But the application of AI and machine learning in telecommunications is enormously broad, and it is expected to vastly increase in the coming months and years. Some of the most notable trends that result from applying AI to telecommunications include:
- Automated network maintenance and optimization – As both enterprise and provider networks become more intricate and multifaceted, the complexity of their administration and optimization also increases. Fixing network malfunctions can become time-consuming and costly, while optimizing such networks requires continual analysis of ever-changing traffic patterns and network requirements. AI delivers intelligence to the network that is able to respond proactively to detected conditions, thus delivering predictive maintenance that resolves problems before or as they occur. In addition, dynamic network optimization can take place to ensure that a network is operating at peak efficiency regardless of the continually fluctuating traffic patterns.
- Support services – AI is now smart enough to enhance all types of support services, including help desks, contact centers, and online chatbots. AI can respond to some of the most basic queries customers may have using speech recognition in a contact center environment, or in the form of chat bots that can interact with an online user using text messages. AI is also at a point where VoIP assistants can enhance collaboration sessions and can serve in various capacities, taking care of some of the most mundane tasks that receptionists and personal assistants often handle.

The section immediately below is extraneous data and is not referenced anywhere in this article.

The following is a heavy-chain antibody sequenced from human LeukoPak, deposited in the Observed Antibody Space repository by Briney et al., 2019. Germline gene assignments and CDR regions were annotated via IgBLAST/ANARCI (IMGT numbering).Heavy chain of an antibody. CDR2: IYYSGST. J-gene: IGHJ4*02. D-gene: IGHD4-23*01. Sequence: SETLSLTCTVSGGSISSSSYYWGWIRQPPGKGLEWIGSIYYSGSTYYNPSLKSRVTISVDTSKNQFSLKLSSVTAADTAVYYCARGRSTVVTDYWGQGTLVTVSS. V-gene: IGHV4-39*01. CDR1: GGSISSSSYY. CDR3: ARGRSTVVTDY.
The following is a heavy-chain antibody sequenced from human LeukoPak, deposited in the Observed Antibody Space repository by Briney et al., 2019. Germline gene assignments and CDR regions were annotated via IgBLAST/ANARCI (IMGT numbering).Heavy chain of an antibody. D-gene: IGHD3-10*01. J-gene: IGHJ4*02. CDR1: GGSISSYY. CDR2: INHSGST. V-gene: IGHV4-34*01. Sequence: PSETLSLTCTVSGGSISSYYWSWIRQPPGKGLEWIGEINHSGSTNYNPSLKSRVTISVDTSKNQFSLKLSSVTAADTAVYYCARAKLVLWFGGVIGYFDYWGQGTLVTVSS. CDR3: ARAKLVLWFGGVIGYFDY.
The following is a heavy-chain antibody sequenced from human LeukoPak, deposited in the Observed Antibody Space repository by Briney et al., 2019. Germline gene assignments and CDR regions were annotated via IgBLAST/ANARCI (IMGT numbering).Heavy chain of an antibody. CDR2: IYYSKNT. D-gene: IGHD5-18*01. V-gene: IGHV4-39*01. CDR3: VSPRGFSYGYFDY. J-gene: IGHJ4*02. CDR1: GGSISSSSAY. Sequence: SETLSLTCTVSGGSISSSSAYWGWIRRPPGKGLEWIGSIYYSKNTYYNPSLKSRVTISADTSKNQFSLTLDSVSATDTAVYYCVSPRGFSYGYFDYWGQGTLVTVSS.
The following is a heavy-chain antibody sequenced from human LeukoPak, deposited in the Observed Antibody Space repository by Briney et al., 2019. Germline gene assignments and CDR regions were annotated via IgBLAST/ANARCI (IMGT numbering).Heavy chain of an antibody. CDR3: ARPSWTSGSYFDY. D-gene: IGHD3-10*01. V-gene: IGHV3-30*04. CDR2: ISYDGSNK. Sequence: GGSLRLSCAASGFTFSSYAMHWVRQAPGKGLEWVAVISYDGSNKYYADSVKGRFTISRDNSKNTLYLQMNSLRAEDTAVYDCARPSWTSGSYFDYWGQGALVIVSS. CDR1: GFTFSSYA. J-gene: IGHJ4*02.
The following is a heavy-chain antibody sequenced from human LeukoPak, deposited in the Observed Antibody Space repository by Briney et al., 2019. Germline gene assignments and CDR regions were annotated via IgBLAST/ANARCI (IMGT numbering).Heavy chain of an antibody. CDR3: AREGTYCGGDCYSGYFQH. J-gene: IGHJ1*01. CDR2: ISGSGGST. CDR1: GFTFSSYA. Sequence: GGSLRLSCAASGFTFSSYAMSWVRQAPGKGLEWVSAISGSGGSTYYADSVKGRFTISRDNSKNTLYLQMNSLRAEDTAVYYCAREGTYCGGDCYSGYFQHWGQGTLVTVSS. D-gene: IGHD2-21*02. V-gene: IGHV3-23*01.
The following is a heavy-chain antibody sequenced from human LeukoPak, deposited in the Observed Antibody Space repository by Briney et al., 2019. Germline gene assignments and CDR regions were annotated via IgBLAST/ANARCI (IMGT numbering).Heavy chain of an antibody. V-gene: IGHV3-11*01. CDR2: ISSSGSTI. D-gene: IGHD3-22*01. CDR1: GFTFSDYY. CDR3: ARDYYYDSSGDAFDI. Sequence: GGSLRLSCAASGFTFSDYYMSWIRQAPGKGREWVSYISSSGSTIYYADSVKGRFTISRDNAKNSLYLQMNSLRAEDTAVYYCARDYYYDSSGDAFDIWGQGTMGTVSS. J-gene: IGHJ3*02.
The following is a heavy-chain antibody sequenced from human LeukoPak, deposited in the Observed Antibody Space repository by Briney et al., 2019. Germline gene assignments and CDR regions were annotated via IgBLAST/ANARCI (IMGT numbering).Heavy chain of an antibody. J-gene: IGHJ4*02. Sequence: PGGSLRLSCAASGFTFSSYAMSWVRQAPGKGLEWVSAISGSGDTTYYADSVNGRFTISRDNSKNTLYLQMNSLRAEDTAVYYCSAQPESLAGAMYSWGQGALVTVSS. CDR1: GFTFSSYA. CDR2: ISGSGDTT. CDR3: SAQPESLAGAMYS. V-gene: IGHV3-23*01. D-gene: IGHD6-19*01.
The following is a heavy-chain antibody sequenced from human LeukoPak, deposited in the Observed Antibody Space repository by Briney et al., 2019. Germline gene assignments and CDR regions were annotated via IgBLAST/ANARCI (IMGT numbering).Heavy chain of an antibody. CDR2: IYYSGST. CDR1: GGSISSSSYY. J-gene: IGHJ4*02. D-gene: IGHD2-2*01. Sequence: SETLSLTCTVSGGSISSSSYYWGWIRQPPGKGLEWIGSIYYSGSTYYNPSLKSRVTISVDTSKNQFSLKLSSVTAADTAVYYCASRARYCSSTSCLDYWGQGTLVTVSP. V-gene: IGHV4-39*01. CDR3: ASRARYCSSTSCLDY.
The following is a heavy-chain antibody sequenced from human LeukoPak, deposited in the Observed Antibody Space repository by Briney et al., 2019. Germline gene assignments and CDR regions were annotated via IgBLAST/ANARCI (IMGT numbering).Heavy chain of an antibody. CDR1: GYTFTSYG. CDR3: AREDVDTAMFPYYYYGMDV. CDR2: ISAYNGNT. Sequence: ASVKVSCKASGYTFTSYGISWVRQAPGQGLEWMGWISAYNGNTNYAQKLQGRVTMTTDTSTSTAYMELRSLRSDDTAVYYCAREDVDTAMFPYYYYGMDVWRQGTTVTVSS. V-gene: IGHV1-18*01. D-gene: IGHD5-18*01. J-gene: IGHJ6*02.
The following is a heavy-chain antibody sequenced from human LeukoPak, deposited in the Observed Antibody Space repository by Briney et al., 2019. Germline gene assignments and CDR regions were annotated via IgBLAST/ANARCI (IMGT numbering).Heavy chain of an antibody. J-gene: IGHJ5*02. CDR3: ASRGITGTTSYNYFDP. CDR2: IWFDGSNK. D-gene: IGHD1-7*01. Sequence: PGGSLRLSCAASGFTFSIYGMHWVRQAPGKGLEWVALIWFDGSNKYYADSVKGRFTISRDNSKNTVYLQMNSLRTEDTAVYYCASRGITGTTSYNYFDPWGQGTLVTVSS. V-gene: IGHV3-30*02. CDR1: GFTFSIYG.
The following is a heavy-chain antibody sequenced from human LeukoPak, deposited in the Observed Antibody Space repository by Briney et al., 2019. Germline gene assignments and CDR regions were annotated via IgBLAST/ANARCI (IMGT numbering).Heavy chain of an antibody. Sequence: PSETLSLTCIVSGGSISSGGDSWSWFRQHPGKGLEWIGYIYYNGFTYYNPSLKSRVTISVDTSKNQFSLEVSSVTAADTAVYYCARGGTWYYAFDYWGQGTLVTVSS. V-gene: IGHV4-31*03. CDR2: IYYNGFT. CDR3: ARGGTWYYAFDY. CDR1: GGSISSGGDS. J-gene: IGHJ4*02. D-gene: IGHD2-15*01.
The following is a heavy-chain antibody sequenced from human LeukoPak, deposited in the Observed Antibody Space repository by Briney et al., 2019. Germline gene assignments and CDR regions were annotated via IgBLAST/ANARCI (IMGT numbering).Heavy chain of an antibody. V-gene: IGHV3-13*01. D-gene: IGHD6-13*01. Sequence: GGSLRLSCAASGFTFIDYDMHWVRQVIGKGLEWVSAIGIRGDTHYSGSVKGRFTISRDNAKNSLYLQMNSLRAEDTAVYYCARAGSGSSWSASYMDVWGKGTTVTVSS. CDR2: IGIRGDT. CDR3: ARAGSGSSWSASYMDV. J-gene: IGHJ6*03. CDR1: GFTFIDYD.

- Fraud detection – Telecom fraud of all types has cost network operators billions of dollars a year. AI, with its extraordinary analytical and learning capacities, can detect and prevent the vast majority of telecom fraud. AI-powered fraud analytics is an area that is expected to become mainstream very soon, as many services are employing it to fortify their networks and applications.
- Process automation – Telecom companies have a lot of back-end overhead with processes and procedures that are not directly related with the technical aspect of company operations. These include things like data entry, billing, order processing, maintenance schedules, and other tasks that take time and require manual work. AI can automate many of these operations, streamlining processes and reducing costly man-hours.
We are at the beginning of what is expected to be a decade that will bring about unprecedented innovation in telecommunications. These emerging trends, along with other pioneering tech, are expected to create an extraordinary integrated telecommunications ecosystem, the results of which, at this point, can only be imagined.